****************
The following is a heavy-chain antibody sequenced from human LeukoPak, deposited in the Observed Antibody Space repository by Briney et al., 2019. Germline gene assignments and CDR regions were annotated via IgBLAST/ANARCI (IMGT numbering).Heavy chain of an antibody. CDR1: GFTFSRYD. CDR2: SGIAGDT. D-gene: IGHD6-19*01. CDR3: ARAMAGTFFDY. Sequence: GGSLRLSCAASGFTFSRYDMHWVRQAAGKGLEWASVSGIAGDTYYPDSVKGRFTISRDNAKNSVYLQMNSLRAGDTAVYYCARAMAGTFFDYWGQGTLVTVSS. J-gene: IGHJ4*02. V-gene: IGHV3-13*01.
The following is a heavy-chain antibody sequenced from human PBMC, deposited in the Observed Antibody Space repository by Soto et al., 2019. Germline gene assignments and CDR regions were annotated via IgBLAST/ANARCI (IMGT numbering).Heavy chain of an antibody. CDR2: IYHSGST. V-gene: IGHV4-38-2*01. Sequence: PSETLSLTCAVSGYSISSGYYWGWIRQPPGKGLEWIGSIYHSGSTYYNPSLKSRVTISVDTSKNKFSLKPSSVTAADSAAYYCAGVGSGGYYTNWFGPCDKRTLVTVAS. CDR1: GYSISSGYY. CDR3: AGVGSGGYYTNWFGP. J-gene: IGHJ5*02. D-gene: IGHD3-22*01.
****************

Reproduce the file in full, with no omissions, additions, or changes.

The following is a heavy-chain antibody sequenced from human LeukoPak, deposited in the Observed Antibody Space repository by Briney et al., 2019. Germline gene assignments and CDR regions were annotated via IgBLAST/ANARCI (IMGT numbering).Heavy chain of an antibody. CDR1: GFTFSRYD. CDR2: SGIAGDT. D-gene: IGHD6-19*01. CDR3: ARAMAGTFFDY. Sequence: GGSLRLSCAASGFTFSRYDMHWVRQAAGKGLEWASVSGIAGDTYYPDSVKGRFTISRDNAKNSVYLQMNSLRAGDTAVYYCARAMAGTFFDYWGQGTLVTVSS. J-gene: IGHJ4*02. V-gene: IGHV3-13*01.
The following is a heavy-chain antibody sequenced from human PBMC, deposited in the Observed Antibody Space repository by Soto et al., 2019. Germline gene assignments and CDR regions were annotated via IgBLAST/ANARCI (IMGT numbering).Heavy chain of an antibody. CDR2: IYHSGST. V-gene: IGHV4-38-2*01. Sequence: PSETLSLTCAVSGYSISSGYYWGWIRQPPGKGLEWIGSIYHSGSTYYNPSLKSRVTISVDTSKNKFSLKPSSVTAADSAAYYCAGVGSGGYYTNWFGPCDKRTLVTVAS. CDR1: GYSISSGYY. CDR3: AGVGSGGYYTNWFGP. J-gene: IGHJ5*02. D-gene: IGHD3-22*01.